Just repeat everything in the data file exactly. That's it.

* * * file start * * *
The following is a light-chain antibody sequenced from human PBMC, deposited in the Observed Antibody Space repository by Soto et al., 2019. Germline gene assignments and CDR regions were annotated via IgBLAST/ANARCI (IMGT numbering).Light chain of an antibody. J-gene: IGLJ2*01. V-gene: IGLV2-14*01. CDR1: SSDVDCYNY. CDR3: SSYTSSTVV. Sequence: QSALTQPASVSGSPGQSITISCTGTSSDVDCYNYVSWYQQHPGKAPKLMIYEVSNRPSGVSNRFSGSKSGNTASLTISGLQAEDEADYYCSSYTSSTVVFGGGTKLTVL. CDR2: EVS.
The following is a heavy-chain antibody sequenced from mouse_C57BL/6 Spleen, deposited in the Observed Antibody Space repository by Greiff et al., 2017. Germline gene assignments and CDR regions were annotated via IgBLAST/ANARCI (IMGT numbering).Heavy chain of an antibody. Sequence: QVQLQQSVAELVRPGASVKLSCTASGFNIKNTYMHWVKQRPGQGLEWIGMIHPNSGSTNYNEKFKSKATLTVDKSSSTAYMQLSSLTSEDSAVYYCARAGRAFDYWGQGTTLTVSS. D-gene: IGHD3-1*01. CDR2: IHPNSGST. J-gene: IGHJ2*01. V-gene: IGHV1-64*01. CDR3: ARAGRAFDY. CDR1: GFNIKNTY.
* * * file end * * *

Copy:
The following is a light-chain antibody sequenced from human PBMC, deposited in the Observed Antibody Space repository by Soto et al., 2019. Germline gene assignments and CDR regions were annotated via IgBLAST/ANARCI (IMGT numbering).Light chain of an antibody. J-gene: IGLJ2*01. V-gene: IGLV2-14*01. CDR1: SSDVDCYNY. CDR3: SSYTSSTVV. Sequence: QSALTQPASVSGSPGQSITISCTGTSSDVDCYNYVSWYQQHPGKAPKLMIYEVSNRPSGVSNRFSGSKSGNTASLTISGLQAEDEADYYCSSYTSSTVVFGGGTKLTVL. CDR2: EVS.
The following is a heavy-chain antibody sequenced from mouse_C57BL/6 Spleen, deposited in the Observed Antibody Space repository by Greiff et al., 2017. Germline gene assignments and CDR regions were annotated via IgBLAST/ANARCI (IMGT numbering).Heavy chain of an antibody. Sequence: QVQLQQSVAELVRPGASVKLSCTASGFNIKNTYMHWVKQRPGQGLEWIGMIHPNSGSTNYNEKFKSKATLTVDKSSSTAYMQLSSLTSEDSAVYYCARAGRAFDYWGQGTTLTVSS. D-gene: IGHD3-1*01. CDR2: IHPNSGST. J-gene: IGHJ2*01. V-gene: IGHV1-64*01. CDR3: ARAGRAFDY. CDR1: GFNIKNTY.